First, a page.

A post of a copy

Or indeed a copy of a post.  Because the post I’ve pulled from the archives today is indeed all about reproduction.  The subject came up again in the comments here recently, so I thought it might be interesting to revisit this. The eBay links no longer work, but the argument still applies, I hope.

Exhibits A and B for today’s argument come from eBay.

This is a London Transport poster by Abram Games from 1968.

Abram Games London Transport poster repro

Except it also isn’t.  Here’s the description from the listing itself.

“Sightsee London” by Abram Games 1968. This is an authentic LT poster printed by Sir Joseph Causton & Sons in 1971 for sale in the LT shop and carries the line “this is a reproduction of a poster designed for London Transport” – it is not a recent reprint.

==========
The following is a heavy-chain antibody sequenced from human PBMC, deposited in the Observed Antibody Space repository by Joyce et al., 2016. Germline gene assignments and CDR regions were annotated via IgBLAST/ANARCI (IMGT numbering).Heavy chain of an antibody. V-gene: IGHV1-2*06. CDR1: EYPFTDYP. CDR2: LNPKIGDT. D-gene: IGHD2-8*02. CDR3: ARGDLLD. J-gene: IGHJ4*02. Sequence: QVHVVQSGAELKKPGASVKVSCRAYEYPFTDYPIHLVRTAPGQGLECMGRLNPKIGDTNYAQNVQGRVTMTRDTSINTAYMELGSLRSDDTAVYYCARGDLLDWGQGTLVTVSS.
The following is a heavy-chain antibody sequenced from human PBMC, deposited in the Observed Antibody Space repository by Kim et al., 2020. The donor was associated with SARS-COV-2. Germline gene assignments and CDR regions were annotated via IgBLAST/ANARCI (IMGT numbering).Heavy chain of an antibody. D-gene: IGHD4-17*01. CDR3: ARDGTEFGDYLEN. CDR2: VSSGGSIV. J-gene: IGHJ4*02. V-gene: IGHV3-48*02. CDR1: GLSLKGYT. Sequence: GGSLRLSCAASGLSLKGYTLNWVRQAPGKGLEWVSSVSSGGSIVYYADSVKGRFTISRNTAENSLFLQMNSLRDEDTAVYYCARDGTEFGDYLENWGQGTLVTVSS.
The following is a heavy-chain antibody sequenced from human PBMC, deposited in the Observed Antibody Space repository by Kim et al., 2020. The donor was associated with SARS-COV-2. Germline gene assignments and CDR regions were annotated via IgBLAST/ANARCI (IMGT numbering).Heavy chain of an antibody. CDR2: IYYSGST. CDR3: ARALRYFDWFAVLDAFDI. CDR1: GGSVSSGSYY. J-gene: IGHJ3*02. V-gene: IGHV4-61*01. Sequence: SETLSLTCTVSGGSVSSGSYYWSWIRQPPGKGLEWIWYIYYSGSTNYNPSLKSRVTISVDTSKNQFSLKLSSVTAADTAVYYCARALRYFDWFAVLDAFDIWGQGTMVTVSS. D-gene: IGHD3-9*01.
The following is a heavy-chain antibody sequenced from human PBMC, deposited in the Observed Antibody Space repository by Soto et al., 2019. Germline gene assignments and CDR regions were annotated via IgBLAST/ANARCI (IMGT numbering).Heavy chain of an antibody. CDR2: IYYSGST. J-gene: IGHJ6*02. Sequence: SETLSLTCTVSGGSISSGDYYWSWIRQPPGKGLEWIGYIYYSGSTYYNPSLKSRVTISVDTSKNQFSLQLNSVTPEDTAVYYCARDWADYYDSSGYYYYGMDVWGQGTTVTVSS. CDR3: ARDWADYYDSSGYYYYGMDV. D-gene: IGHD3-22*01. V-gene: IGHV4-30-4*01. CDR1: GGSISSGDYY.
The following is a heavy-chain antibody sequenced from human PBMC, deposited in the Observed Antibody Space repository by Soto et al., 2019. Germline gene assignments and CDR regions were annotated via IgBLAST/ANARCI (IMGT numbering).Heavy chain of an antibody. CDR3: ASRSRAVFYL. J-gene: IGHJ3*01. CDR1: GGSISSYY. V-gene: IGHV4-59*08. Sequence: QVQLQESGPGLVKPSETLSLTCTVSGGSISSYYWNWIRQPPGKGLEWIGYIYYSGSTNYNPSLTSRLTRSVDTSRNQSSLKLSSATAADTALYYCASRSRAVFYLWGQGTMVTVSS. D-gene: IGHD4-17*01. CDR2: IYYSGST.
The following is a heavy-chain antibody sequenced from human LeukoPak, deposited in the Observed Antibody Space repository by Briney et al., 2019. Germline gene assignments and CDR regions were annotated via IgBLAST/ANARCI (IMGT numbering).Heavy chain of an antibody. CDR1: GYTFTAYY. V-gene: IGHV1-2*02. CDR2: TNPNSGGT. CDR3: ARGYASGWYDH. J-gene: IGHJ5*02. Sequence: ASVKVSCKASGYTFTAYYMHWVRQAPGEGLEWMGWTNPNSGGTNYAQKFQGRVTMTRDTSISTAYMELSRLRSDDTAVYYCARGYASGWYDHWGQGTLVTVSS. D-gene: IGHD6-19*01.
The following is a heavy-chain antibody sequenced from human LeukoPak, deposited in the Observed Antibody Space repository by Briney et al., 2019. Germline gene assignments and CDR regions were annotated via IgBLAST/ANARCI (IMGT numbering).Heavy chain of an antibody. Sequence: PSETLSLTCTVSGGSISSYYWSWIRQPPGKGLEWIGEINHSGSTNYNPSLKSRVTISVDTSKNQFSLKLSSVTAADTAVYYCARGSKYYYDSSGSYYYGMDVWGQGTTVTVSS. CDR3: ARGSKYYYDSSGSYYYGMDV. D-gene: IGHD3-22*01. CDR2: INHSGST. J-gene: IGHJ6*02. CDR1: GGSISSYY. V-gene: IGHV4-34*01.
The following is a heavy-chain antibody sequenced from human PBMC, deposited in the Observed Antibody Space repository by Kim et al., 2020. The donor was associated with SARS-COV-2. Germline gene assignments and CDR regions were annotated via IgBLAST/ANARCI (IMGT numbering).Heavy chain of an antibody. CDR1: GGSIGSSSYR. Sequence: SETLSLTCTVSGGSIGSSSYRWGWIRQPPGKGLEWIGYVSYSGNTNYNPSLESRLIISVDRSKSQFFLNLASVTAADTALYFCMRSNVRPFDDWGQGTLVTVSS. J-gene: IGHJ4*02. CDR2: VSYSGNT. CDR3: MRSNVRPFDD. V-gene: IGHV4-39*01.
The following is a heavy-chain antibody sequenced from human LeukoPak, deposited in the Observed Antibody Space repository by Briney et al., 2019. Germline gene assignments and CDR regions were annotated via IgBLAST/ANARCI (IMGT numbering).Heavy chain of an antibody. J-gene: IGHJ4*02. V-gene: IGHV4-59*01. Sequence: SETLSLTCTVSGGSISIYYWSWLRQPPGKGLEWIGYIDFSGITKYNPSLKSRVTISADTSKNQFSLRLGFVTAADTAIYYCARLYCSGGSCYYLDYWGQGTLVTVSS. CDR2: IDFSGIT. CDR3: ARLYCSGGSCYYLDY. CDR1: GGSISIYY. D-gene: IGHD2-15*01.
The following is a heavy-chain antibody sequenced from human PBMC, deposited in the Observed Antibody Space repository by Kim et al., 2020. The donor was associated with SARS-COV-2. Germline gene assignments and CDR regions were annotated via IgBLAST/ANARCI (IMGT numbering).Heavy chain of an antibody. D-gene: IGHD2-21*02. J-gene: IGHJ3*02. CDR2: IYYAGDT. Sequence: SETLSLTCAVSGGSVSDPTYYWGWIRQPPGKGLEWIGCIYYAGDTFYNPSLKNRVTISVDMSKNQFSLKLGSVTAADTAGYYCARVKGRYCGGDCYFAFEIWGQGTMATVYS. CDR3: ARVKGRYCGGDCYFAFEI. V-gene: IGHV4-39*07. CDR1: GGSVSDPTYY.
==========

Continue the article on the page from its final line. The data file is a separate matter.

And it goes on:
So, I don’t want to buy it because it says all over the bottom that it’s a reprint.   An old reprint, true, almost as old as the original poster, but still a copy.

There’s another one too, a rather natty bit of swinging 60s design.

1960s London Transport poster repro

And I’m not going to buy that one either, for just the same reason.

But why should this matter?  It’s still an old poster.  Come to that, why don’t I buy a giclee print of whatever poster I fancy instead of spending time and money in pursuit of the originals?

Mr Crownfolio asked that question the other day, and I didn’t have a good answer.  If we buy posters for the good design and because they are lovely images to have around, a reprint, of any kind, shouldn’t be an issue.  I could have this Lewitt Him for £30 from Postal Heritage Prints,

Lewitt Him post early GPO vintage poster 1941

which is considerably cheaper than the amount we actually paid for an original copy.  And yet I still don’t want it.  Why is that?

There are some relatively straightforward answers, like the thrill of the chase and the bargain, and that the originals will make much better investments.  That’s all true, but there’s more at stake here than that.  And to explain it, I may have to use some theory (but don’t worry, there will be nice pictures as well along the way).